How can I stop my mother from giving away her house and money to lottery scams that say she has to pay?

Follow
Share

My mother has given away all of her money. What can be done to stop her with out lawyer involvement?

Find Care & Housing
21

Answers

Show:
I find it so odd and yet so typical that the elderly person becomes very paranoid and distrusting of trustworthy family members, yet easily embraces and trusts a total stranger by phone and willingly gives up money and ID info to a stranger. Happens all the time.
Helpful Answer (10)
Reply to XenaJada
Report

IF your Mom has dementia AND you have POA, you can take her credit cards and checks. You can change the phone number and route the mail to a PO box or other box company. You can disable the computer and put up cameras in the living room as to who comes to the door.

If she owns the house, I would find the papers and "take" them for safe keeping.

If she doesn't have dementia and is of sound mind (put poor decisions) there isn't much you can do. It's her money and property and, if she's a gambler, she has a right to throw it all away.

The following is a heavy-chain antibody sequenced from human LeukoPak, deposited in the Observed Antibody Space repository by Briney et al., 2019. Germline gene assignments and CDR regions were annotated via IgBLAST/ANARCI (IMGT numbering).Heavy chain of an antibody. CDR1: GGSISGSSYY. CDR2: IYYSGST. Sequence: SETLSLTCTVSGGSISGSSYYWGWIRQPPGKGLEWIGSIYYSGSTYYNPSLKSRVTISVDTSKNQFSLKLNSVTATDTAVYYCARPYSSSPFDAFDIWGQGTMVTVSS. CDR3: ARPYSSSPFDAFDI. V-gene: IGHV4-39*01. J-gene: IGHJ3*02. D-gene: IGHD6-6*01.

If she's an addict, you could try taking her to GA meetings (Gamblers Anonymous). Stay with her during the meetings.

You could try to appeal to her that you'll need to have some money from her estate to give her a proper funeral.

You could try to see if she'll sign the house over to you or at least add you to the title.

May the crafty demons who pray on innocent elders rot where they belong!
Helpful Answer (7)
Reply to SueC1957
Report

Does your Mom show signs of Dementia? Do you have financial and medical POAs? If the answer is yes than take her checkbook and credit cards away.